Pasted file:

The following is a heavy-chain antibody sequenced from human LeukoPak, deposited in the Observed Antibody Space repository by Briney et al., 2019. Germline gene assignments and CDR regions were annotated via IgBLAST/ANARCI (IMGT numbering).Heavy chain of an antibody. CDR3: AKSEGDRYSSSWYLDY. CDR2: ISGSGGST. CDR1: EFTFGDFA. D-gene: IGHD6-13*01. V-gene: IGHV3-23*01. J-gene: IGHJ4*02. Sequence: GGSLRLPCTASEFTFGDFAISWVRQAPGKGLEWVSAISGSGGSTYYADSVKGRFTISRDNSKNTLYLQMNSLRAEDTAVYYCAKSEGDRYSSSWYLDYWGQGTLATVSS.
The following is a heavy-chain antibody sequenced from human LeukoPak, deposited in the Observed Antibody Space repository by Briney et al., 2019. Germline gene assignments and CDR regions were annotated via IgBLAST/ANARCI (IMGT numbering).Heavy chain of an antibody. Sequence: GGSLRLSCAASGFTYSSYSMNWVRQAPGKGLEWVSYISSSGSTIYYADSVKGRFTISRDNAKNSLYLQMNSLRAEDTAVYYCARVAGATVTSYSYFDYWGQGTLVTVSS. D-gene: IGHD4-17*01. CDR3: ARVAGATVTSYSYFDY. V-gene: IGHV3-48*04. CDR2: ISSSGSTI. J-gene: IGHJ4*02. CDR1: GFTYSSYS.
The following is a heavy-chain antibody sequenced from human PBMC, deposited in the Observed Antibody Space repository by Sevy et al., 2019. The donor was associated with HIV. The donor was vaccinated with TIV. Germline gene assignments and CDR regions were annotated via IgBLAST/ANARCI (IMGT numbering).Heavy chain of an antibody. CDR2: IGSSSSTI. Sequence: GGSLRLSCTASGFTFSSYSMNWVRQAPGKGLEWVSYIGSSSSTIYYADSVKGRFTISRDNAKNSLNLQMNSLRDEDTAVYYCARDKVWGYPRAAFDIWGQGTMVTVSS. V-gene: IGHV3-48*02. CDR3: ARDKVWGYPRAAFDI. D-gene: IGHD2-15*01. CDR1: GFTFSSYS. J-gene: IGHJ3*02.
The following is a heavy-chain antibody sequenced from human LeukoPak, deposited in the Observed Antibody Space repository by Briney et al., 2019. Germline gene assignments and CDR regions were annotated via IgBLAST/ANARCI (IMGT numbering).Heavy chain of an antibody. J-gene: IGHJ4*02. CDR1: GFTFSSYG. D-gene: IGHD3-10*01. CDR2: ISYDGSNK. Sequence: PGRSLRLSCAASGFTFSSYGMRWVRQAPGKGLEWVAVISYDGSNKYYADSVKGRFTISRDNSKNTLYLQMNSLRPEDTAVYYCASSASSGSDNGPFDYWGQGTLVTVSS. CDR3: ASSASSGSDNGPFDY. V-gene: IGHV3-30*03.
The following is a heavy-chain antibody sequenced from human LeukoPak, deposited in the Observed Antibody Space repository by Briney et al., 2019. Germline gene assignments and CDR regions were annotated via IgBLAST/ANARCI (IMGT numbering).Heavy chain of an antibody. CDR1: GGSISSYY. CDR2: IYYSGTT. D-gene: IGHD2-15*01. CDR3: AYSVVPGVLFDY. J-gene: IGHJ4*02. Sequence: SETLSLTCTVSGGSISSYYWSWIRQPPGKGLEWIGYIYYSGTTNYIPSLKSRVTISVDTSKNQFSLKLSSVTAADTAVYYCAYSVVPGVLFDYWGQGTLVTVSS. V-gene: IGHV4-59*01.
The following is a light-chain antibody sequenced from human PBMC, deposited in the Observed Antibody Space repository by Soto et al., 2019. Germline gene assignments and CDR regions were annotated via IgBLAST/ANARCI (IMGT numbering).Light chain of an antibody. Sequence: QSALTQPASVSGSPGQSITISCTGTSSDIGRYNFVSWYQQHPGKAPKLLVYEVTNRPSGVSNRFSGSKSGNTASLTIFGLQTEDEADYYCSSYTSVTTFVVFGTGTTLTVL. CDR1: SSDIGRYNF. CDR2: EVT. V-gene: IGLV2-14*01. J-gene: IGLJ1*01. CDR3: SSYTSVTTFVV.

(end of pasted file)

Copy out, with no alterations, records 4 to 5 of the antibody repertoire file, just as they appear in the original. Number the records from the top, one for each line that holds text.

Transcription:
The following is a heavy-chain antibody sequenced from human LeukoPak, deposited in the Observed Antibody Space repository by Briney et al., 2019. Germline gene assignments and CDR regions were annotated via IgBLAST/ANARCI (IMGT numbering).Heavy chain of an antibody. J-gene: IGHJ4*02. CDR1: GFTFSSYG. D-gene: IGHD3-10*01. CDR2: ISYDGSNK. Sequence: PGRSLRLSCAASGFTFSSYGMRWVRQAPGKGLEWVAVISYDGSNKYYADSVKGRFTISRDNSKNTLYLQMNSLRPEDTAVYYCASSASSGSDNGPFDYWGQGTLVTVSS. CDR3: ASSASSGSDNGPFDY. V-gene: IGHV3-30*03.
The following is a heavy-chain antibody sequenced from human LeukoPak, deposited in the Observed Antibody Space repository by Briney et al., 2019. Germline gene assignments and CDR regions were annotated via IgBLAST/ANARCI (IMGT numbering).Heavy chain of an antibody. CDR1: GGSISSYY. CDR2: IYYSGTT. D-gene: IGHD2-15*01. CDR3: AYSVVPGVLFDY. J-gene: IGHJ4*02. Sequence: SETLSLTCTVSGGSISSYYWSWIRQPPGKGLEWIGYIYYSGTTNYIPSLKSRVTISVDTSKNQFSLKLSSVTAADTAVYYCAYSVVPGVLFDYWGQGTLVTVSS. V-gene: IGHV4-59*01.